Hello All,
I’ve found the discussion thread above fascinating, having arrived thanks to Tinseltoes response to my query posted over at: /theaters/3979/ regarding Keeney’s Theatre. It’s a pity though so many of the links above are no longer active – I couldn’t see the photos of the inside of the theatre, nor the ebook because I am outside the US. Never mind!

My German grandmother was part of a vaudeville act, sometimes called the Six Rockets and also the Six Marinelli Girls between 1923 and 1931, and toured much of the US. She can be seen in front of a Keeney’s poster here: View link The back of the photo says 1925.

Following the note above that the theatre became Loew’s in 1925, would anyone be able to indicate when exactly the theatre changed hands in 1925? It would help me date the photo more precisely.

I would have many other questions related to my grandmother’s life as a Loew’s and Vaudeville act, salary, life on the road, the theaters she played and so on. I have more interesting photos and vaudeville posters to share which I think will be of benefit to this community too. One challenge is finding the names for the theatres shown. I trust the ‘Looking for help’ message board will be an appropriate starting place. The background is that I am writing a book on my grandmother’s life and origins. Many thanks in advance for any assistance. Inesita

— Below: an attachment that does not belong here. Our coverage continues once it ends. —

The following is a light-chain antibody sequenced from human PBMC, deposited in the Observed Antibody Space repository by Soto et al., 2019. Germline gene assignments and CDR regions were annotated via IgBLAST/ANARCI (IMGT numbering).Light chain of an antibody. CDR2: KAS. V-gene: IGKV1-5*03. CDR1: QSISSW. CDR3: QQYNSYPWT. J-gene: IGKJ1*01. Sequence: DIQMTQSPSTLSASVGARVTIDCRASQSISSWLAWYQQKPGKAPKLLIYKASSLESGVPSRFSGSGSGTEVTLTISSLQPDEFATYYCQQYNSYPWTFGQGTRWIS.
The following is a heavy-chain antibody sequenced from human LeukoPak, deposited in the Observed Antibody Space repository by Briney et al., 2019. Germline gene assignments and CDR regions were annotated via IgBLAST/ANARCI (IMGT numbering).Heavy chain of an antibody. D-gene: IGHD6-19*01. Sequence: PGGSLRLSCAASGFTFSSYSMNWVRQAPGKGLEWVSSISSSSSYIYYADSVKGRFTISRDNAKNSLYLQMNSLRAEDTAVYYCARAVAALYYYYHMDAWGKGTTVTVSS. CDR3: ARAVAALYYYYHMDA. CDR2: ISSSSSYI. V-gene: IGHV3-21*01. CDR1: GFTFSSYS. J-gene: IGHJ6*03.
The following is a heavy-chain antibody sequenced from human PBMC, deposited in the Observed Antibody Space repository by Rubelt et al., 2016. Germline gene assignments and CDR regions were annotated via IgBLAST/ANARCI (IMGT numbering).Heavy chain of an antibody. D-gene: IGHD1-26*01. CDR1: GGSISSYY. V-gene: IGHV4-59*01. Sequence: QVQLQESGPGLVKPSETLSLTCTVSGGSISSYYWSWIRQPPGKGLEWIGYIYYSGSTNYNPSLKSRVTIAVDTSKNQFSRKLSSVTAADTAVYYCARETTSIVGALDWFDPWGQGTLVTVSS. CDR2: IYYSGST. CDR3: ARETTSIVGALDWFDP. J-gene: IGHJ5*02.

johndereszewski
johndereszewski on November 19, 2010 at 5:51 pm

Joe, it was great to view your vintage photo of this theater. I must have missed it when it was first posted.

Given that Joe’s Sept. 9th posting clearly cofirms my earlier statement that a parking garage – and an extremely ugly one at that – currently occupies the site and NOT an MTA office building, the introducion should be changed to reflect this well documented fact.

Tinseltoes
Tinseltoes on September 9, 2010 at 7:58 am

Joe, it’s wonderful to be able to see those Architecture & Building photos with such clarity. I have tried numerous times to view them on microfilm at public libraries, but they were always too dark to see much detail. I have never been able to find out whether it was the fault of the microfilm, the viewing machines, or both. Is the entire publication run of A&B accessible through Google, or just certain issues?